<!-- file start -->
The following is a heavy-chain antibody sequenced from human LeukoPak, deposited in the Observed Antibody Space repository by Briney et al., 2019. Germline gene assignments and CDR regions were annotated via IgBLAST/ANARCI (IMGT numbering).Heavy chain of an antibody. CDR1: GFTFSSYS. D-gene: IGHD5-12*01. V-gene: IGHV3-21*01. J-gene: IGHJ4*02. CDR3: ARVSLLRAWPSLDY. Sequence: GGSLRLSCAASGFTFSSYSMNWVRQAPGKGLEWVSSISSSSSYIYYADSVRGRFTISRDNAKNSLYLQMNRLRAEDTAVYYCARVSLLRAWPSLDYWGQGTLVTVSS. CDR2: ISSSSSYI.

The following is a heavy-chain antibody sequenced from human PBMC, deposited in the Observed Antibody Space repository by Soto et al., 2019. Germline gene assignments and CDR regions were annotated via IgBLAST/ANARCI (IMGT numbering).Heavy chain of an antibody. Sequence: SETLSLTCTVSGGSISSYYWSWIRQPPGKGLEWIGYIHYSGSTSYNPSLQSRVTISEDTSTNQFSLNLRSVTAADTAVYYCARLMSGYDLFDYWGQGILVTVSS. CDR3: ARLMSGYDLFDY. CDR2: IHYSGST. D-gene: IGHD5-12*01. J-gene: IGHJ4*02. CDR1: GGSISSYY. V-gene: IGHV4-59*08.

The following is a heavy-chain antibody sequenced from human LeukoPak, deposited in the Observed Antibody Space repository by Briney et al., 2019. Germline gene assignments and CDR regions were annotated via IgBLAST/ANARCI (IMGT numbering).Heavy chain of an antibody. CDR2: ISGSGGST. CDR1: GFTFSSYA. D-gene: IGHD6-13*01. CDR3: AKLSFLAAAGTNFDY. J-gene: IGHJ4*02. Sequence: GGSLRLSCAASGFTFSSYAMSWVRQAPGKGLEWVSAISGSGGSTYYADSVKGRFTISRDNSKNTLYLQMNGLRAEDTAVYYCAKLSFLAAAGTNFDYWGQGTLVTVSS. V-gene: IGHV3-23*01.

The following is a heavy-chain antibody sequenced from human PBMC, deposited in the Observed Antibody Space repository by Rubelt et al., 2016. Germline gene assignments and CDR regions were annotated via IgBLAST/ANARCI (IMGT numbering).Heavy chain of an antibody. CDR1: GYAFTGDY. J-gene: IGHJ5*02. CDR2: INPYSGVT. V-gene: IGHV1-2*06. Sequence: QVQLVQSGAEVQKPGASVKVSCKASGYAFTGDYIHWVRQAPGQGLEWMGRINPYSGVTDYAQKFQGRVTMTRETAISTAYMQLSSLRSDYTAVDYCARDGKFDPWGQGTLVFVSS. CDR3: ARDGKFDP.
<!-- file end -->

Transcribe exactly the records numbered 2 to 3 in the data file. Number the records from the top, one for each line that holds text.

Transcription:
The following is a heavy-chain antibody sequenced from human PBMC, deposited in the Observed Antibody Space repository by Soto et al., 2019. Germline gene assignments and CDR regions were annotated via IgBLAST/ANARCI (IMGT numbering).Heavy chain of an antibody. Sequence: SETLSLTCTVSGGSISSYYWSWIRQPPGKGLEWIGYIHYSGSTSYNPSLQSRVTISEDTSTNQFSLNLRSVTAADTAVYYCARLMSGYDLFDYWGQGILVTVSS. CDR3: ARLMSGYDLFDY. CDR2: IHYSGST. D-gene: IGHD5-12*01. J-gene: IGHJ4*02. CDR1: GGSISSYY. V-gene: IGHV4-59*08.

The following is a heavy-chain antibody sequenced from human LeukoPak, deposited in the Observed Antibody Space repository by Briney et al., 2019. Germline gene assignments and CDR regions were annotated via IgBLAST/ANARCI (IMGT numbering).Heavy chain of an antibody. CDR2: ISGSGGST. CDR1: GFTFSSYA. D-gene: IGHD6-13*01. CDR3: AKLSFLAAAGTNFDY. J-gene: IGHJ4*02. Sequence: GGSLRLSCAASGFTFSSYAMSWVRQAPGKGLEWVSAISGSGGSTYYADSVKGRFTISRDNSKNTLYLQMNGLRAEDTAVYYCAKLSFLAAAGTNFDYWGQGTLVTVSS. V-gene: IGHV3-23*01.